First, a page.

From Early Settlements to Suburbia : Simi Valley: A local historian begins planning a book about the city. She says she has been fascinated by the area since moving there in 1943. (2024)

For nearly 30 years, Patricia Havens has been working to save Simi Valley’s past for the future.

In 1964, Havens helped found the Simi Valley Historical Society, and since the early 1970s has taught local history at Simi Valley Adult School.

For the record:

12:00 a.m. Sept. 6, 1991 For the Record
Los Angeles Times Friday September 6, 1991 Ventura County Edition Metro Part B Page 5 Column 2 Zones Desk 2 inches; 38 words Type of Material: Correction
Simi history--A Sept. 2 article incorrectly reported the date that Spanish settlers moved into the Simi Valley area. Simi Valley historian Patricia Havens, who was featured in the article, says it is believed the Spaniards did not settle in the region until after 1795.

Now Havens, 61, is planning to write a history of the valley, chronicling its early days as a Chumash Indian settlement up through its present-day status as the home of the Ronald Reagan Presidential Library.


Havens said the last historical accounts of the valley were published in the early 1960s, before Simi Valley became a city in 1969.

“It’s long overdue to do something new,” she said. “We must do what we can to cover the last 50 years. I think it’s important to record what we have accomplished.”

Havens, the city’s official historian, said she has been fascinated with the region since her family moved to the valley from Ventura in 1943. The daughter of a ranch hand, Havens said her family watched the valley change from a rich farming and ranching community to a suburban homestead for ever-fleeing Angelenos.

The most significant changes, she said, occurred after World War II. As ground-water supplies dwindled and the cost of importing water skyrocketed, farmers soon realized that their land was worth more if sold for development.

“The handwriting was on the wall because we had used up all of our ground water,” Havens said of the impending housing boom. “That was what made us change so rapidly. It was inevitable. It happened in the San Fernando Valley, and it was going to happen here.”

Soon, orange groves were replaced with tract homes and strip centers, as Simi Valley’s population shot up from about 3,000 in 1950 to more than 61,000 in 1970. In 1968, the Simi Valley Freeway was opened, providing easy access to and from the San Fernando Valley. Today, Simi Valley is the third-largest city in Ventura County with a population of 100,217, according to 1990 census figures.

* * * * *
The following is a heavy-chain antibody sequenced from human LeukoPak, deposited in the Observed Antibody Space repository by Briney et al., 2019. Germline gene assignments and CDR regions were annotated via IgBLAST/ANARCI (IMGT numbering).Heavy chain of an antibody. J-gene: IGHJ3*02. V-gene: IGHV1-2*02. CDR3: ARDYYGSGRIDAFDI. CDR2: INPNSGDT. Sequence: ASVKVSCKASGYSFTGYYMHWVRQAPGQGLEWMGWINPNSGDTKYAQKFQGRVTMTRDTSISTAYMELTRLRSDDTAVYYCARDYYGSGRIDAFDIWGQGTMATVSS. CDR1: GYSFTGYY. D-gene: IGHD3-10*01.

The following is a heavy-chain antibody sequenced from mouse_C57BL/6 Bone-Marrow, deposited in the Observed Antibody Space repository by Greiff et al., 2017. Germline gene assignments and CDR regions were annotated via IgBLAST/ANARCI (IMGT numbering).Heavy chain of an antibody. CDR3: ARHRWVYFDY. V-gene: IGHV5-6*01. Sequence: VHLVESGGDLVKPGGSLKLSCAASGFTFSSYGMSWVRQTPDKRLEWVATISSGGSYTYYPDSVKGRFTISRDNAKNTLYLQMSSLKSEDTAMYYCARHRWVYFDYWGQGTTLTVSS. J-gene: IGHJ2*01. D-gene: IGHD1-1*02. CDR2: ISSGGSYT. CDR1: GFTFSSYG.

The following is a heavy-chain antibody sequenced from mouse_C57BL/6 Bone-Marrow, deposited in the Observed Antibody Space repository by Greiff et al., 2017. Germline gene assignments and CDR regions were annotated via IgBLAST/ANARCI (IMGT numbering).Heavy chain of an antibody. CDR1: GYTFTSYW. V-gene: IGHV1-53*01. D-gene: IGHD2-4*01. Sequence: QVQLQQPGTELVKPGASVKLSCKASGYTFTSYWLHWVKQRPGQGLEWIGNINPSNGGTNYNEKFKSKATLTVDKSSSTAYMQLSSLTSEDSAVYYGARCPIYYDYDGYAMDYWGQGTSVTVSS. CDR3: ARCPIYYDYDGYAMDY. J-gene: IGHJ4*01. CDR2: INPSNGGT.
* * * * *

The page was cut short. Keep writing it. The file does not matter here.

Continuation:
Although she is proud of the way the city has grown and changed over the years, Havens seems most impressed with the accomplishments of the early pioneers.

“I just really feel an obligation to the people that preceded us not to have everyone think Simi Valley was always like it is right now,” she said. “I think people should learn from the past.

“Our people are so spoiled nowadays. I don’t think anybody truly appreciates all the labor-saving devices we’ve got. Look at us today, we’re just grumpy if it’s hard to make a right turn.”

Haven’s husband, Neil, said he cannot think of anyone more suited for the job of writing a history of the valley.

“I think this is really a true labor of love,” he said. “I think everyone who knows her would agree she is the most knowledgeable and qualified person to write this book.”

Over the years, his wife has dragged him to old Spanish missions up and down the state, searching out new information about Simi Valley. She recently discovered some documents at the San Fernando Mission confirming that one of the first Spanish settlers was living in Simi Valley in 1792.

“I think it’s great,” said Neil Havens, whose own family has been in Simi Valley since the late 1800s. “She’s a real stickler for authenticity.”

Indeed, Havens said she plans to devote an entire chapter in her book on the correct way to pronounce Simi (it’s Si-mee). The city’s name, she said, is derived from the Chumash Indian word “Shimiji,” later shortened by the Spanish to Simi.

“It’s so much better,” she said of the correct pronunciation.

It is precisely this dedication that has earned Havens the respect of her peers and of city officials.

“She really has been the guiding force in preserving Simi Valley’s historical traditions,” said Sal Fasulo, president of the Historical Society. “Her dedication and the commitment that she has demonstrated during the past 30 years has been phenomenal. There may be others qualified to write a history book, but I think she is the most qualified.”